That evening the remaining crew still on the ship began to rebel. A gunner named Allert Janssen raided the officers’ liquor cabinet. Others soon joined, and – all having barely touched a drop for eight months – became violently drunk. A cadet named Lenert van Os broke open the chests of silver and threw handful after handful of silver coins overboard to spite the officers. Another sailor named Cornelis Janssen helped himself to rows and rows of knives and stalked the decks with his gleaming weapons on display. Another, Ryckert Woutersz, rifled through upper merchant Pelsaert’s belongings. The next morning several more survivors escaped to the island, leaving around 70 rebelling sailors still on the Batavia. Knowing he was risking his life going back for the silver, Pelsaert shouted orders to the men on ship to make a raft and make their own way to the island, and left them to it.


After a second night on the islands, Pelsaert and Jacobsz put their heads together and discussed scenarios. They were probably on an uncharted, but very occasionally sighted atoll known as Houtman’s Abrolhos, 2,000 miles south of Indonesia. They were miles from the west coast of Australia, but we are decades before anyone would add the lucky country to a map. Thirteen years earlier the adventurer Frederik de Houtman had almost wrecked on the Abrolhos. His story is one which bears telling sometime – but suffice to say for now, the guy was jailed by the Sultan of Aceh on Sumatra for two years. In that time he learned to speak Malay and Malagasy, gleaned much of their customs, and made several astrological observations then unknown to the Northern hemisphere. He didn’t pin down the exact location of the Abrolhos, but he brought a lot of other useful information back to the VOC. The two men made a prolonged search for water, to no avail. They then gathered a crew of 40, which included their best sailors, and began equipping their longboat for the 2,000 mile journey north.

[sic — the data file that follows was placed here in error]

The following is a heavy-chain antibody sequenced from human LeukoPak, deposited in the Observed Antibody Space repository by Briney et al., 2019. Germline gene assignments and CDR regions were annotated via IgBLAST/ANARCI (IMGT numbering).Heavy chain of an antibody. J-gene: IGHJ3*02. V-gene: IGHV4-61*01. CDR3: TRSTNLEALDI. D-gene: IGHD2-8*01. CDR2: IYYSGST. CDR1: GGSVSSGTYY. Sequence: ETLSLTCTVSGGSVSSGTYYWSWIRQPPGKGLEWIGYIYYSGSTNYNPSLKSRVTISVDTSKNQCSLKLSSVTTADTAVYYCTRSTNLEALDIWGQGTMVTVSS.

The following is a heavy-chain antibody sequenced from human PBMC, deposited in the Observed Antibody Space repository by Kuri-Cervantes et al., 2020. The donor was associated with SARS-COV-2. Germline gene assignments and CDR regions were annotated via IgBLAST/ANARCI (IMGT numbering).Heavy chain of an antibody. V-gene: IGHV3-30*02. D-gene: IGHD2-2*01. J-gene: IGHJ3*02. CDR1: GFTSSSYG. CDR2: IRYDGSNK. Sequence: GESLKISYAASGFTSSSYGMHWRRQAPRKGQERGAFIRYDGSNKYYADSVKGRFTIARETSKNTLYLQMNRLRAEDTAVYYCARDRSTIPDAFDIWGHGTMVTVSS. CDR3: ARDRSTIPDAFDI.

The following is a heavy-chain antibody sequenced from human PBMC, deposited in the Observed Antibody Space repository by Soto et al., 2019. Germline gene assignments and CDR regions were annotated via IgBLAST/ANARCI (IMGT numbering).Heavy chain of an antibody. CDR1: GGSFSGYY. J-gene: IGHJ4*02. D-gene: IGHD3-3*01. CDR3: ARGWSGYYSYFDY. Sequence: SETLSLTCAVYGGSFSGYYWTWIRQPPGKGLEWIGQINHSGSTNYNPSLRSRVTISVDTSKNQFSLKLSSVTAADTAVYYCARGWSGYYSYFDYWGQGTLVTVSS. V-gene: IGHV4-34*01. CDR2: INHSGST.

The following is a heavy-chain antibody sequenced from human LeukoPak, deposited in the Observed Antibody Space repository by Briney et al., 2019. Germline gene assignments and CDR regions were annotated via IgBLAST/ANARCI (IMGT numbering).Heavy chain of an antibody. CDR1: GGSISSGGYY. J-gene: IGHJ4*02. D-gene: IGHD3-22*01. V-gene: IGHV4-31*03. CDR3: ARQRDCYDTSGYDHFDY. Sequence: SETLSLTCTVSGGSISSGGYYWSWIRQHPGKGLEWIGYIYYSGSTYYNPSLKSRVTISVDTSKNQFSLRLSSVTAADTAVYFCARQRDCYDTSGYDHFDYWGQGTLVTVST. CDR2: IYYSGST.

Four days after washing up they set sail for Indonesia.


Meanwhile on board the Batavia several dozen desperate men remained. They honestly had to be desperate to set sail in the first place. The stakeholders of the VOC made a killing from Eastern trade, but the crew saw very little of that wealth. Furthermore, once you had signed up, the average life span of a VOC sailor was just three years. Sailors were often plucked from the criminal classes, or people who, for one reason or another, needed to abandon their former lives. All but one of the men still onboard were lowly ranked sailors, but the one officer which remained – the under merchant, second in charge to Pelsaert was a desperate man for his own reasons. A former apothecary lately out of Haarlem- Jeronimus Cornelisz paced alone with his dark thoughts. Though more typical of the class who sent men out to die on the other side of the world to make themselves wealthy, Cornelisz’ life had suddenly been thrown into turmoil. His business gone, he was possibly also a fugitive from the law back in Holland. I will discuss Jeronimus and his downfall next week, in episode two – The Heretic.